Variations in EEG discharges predict ADHD severity within individual Smith-Lemli-Opitz patients.

Mark McIntosh,'s picture
PubMed URL: 
http://www.ncbi.nlm.nih.gov/pubmed/24920862
Author: 
Ewen JB
Author List: 
Schreiber JM
Lanham DC
Trescher WH
Sparks SE
Wassif CA
Caffo BS
Porter FD
Tierney E
Gropman AL
Ewen JB
Journal: 
Neurology
PubMed ID: 
24920862
Pagination: 
151-9
Volume: 
83
Issue: 
2
Abstract: 
We sought to examine the prevalence of EEG abnormalities in Smith-Lemli-Opitz syndrome (SLOS) as well as the relationship between interictal epileptiform discharges (IEDs) and within-subject variations in attentional symptom severity.In the context of a clinical trial for SLOS, we performed cross-sectional and repeated-measure observational studies of the relationship between EEG findings and cognitive/behavioral factors on 23 children (aged 4-17 years). EEGs were reviewed for clinical abnormalities, including IEDs, by readers blinded to participants' behavioral symptoms. Between-group differences in baseline characteristics of participants with and without IEDs were analyzed. Within-subject analyses examined the association between the presence of IEDs and changes in attention-deficit/hyperactivity disorder (ADHD) symptoms.Of 85 EEGs, 43 (51%) were abnormal, predominantly because of IEDs. Only one subject had documented clinical seizures. IEDs clustered in 13 subjects (57%), whereas 9 subjects (39%) had EEGs consistently free of IEDs. While there were no significant group differences in sex, age, intellectual disability, language level, or baseline ADHD symptoms, autistic symptoms tended to be more prevalent in the "IED" group (according to Autism Diagnostic Observation Schedule-2 criteria). Within individuals, the presence of IEDs on a particular EEG predicted, on average, a 27% increase in ADHD symptom severity.Epileptiform discharges are common in SLOS, despite a relatively low prevalence of epilepsy. Fluctuations in the presence of epileptiform discharges within individual children with a developmental disability syndrome may be associated with fluctuations in ADHD symptomatology, even in the absence of clinical seizures.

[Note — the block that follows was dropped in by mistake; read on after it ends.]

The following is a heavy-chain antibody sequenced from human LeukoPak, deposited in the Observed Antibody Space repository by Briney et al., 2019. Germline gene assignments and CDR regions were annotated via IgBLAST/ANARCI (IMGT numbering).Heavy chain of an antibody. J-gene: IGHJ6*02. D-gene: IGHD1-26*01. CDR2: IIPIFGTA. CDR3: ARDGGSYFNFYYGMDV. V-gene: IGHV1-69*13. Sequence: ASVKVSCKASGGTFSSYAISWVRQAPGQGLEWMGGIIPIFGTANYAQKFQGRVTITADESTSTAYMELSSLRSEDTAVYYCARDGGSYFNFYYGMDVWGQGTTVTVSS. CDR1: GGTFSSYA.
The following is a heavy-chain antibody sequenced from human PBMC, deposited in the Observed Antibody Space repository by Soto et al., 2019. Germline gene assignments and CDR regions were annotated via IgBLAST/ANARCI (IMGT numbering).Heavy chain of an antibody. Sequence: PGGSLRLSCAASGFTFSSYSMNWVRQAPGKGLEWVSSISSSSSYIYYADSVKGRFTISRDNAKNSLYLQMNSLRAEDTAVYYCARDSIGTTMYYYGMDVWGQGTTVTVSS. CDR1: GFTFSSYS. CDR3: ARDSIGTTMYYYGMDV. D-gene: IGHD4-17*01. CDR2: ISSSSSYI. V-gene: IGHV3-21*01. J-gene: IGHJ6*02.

Published Date: 
July, 2014

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